AN Edinburgh joiner is hoping to top the charts with a lyrical pot shot at Edinburgh City Council entitled Gone Too Far
Award-winning musician Benny Tetteh-Lartey, from Loanhead, is set to release a single in which he waxes metaphorically about his run-in with the council’s parking regulators.
It comes after the 47-year-old claimed a legal victory last week in an Edinburgh Sheriff Court ruling preventing officers from seizing his work van in response to five unpaid fines dating back as far as 2010.
Taking a veiled swipe at the local authority, Mr Tetteh-Lartey sings: “In your ivory tower, you’re making some people cower. The devil be your only friend.”
The chorus bluntly sums up his feelings, echoing, “You’ve gone too far”.
The single has been recorded and mixed, and is due to be officially released by British label Aardvark Records within weeks.
The singer/songwriter said: “It’s about local authority. These kind of things, they get my back up.
“I suppose you need that kind of thing in order to write songs. You’ve got to have a drive and that always is the case. It’s normally at my unhappiest times that I write half decent songs.”
Mr Tetteh-Lartey’s failure to pay five £30 parking fines and subsequent unsuccessful appeals led to £600 being added to the invoice and a legal showdown with the council.
Sheriff officers at firm Scott and Co had been due to seize and auction off the songwriter’s seven-year-old LDV Maxus van in a move that would have left the self-employed joiner without a work vehicle and transport for his three children.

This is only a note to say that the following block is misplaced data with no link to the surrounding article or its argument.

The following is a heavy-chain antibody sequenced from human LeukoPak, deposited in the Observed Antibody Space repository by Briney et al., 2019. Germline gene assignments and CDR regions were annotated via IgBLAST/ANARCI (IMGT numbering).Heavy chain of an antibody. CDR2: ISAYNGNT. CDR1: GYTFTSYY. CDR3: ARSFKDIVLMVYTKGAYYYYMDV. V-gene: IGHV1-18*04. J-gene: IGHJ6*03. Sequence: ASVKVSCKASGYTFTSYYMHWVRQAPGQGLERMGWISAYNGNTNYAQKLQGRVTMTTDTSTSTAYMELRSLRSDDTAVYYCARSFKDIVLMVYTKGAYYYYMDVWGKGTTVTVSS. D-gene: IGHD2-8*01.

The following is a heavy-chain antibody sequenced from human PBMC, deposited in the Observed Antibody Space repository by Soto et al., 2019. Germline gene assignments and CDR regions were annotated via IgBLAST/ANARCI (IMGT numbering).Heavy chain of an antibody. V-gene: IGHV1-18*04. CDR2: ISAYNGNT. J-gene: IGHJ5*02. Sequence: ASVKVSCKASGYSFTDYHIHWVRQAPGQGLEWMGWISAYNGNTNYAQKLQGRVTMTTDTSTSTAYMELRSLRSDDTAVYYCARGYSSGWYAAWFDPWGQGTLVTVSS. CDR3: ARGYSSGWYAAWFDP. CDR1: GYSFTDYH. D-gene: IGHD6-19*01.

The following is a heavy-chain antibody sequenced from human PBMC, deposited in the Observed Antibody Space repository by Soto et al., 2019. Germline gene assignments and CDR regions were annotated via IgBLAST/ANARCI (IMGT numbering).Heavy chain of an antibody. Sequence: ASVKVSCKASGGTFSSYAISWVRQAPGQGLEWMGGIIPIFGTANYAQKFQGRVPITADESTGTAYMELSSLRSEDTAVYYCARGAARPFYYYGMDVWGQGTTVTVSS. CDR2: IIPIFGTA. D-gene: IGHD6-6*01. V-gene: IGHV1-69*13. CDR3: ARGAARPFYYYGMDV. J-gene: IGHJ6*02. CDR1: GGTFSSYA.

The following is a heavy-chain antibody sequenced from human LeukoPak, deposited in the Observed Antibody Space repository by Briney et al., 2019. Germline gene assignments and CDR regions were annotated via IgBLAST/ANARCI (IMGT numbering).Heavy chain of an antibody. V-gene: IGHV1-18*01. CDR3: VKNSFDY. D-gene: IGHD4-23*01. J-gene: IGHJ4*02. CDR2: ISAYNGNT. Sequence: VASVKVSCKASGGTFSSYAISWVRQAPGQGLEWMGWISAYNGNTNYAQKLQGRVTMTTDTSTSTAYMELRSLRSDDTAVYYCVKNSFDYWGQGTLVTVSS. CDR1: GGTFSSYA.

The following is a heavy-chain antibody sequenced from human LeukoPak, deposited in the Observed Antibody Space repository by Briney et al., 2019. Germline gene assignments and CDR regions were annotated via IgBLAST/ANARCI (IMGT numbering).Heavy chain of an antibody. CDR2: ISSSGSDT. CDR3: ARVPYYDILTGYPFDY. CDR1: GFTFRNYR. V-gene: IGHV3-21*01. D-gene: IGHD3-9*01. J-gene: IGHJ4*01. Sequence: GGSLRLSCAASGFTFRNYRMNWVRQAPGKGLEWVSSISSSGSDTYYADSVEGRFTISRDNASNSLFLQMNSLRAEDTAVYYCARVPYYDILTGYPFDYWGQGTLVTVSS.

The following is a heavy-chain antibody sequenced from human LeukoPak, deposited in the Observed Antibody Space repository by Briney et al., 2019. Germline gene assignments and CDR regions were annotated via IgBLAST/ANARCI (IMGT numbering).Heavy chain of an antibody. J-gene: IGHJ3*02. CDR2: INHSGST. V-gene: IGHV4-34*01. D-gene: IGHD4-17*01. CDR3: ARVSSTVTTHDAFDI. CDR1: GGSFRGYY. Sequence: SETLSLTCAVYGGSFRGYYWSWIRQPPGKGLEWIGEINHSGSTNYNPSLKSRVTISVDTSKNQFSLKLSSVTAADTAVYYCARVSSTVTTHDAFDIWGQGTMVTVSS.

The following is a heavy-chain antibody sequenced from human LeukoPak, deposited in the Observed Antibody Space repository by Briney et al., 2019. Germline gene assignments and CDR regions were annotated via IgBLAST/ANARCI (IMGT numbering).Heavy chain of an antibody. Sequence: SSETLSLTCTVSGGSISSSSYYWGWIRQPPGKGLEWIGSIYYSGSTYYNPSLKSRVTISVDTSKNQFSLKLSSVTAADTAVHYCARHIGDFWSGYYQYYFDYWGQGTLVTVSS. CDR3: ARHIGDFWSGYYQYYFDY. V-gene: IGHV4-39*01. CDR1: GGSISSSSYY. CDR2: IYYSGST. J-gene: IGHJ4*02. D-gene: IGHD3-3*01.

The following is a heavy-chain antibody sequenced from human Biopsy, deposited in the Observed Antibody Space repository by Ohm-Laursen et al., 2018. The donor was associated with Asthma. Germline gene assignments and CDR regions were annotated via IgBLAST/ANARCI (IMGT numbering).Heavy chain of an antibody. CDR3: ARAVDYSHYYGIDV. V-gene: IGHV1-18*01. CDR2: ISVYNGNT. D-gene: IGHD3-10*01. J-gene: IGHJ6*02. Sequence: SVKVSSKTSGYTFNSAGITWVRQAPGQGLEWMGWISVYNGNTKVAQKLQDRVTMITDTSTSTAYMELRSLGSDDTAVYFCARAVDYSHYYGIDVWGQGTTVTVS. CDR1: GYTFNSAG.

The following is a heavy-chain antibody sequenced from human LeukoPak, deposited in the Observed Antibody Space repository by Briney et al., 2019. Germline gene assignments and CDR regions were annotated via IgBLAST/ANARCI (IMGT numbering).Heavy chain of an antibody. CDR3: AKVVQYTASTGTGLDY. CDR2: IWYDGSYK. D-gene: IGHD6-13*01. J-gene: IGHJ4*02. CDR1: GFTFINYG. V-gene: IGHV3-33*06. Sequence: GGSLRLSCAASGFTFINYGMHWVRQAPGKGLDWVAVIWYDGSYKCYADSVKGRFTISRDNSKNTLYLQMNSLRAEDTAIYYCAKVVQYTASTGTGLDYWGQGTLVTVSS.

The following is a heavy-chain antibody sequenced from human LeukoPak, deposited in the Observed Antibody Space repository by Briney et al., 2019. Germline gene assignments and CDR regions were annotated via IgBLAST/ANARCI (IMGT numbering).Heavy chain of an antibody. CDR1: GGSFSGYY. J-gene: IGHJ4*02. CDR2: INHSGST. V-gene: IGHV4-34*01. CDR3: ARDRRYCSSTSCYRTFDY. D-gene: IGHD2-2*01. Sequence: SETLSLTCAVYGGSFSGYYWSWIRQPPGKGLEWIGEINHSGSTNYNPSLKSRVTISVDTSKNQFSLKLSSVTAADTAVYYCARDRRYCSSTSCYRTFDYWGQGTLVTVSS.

Last Thursday’s verdict means possession of his car is no longer under threat, but the fight remains far from over with the council yesterday saying it is still intent on recovering almost £600.
Following the success people took to the performer’s Facebook to applaud him. Julia Lundholm McPhee said: “Well done for standing firm on this.” While Sandy Macneil posted: “Well done and good luck for the rest of the fight.”
City transport convener Councillor Lesley Hinds said: “Mr Tetteh-Lartey owes the sum of £588.30 as a result of his repeated parking offences, including parking in a disabled bay. Scott & Co, the sheriff officers contracted by the council to recover debts, will continue to pursue this matter.”
Mr Tetteh-Lartey said he had only run into trouble because the council failed to tell him that he had submitted secondary appeals to his fines to the wrong organisation.
He said: “I appealed it again to the same Edinburgh council address when in fact I should have addressed it to the Scottish Parking Appeals Service. The council took advantage of the fact that I made a mistake there and let 28 days go by without responding to my second appeal and once my time had elapsed they had me on a loophole.”
Mr Tetteh-Lartey has written to the council agreeing to pay the original outstanding total, £150, in a bid to end the ordeal.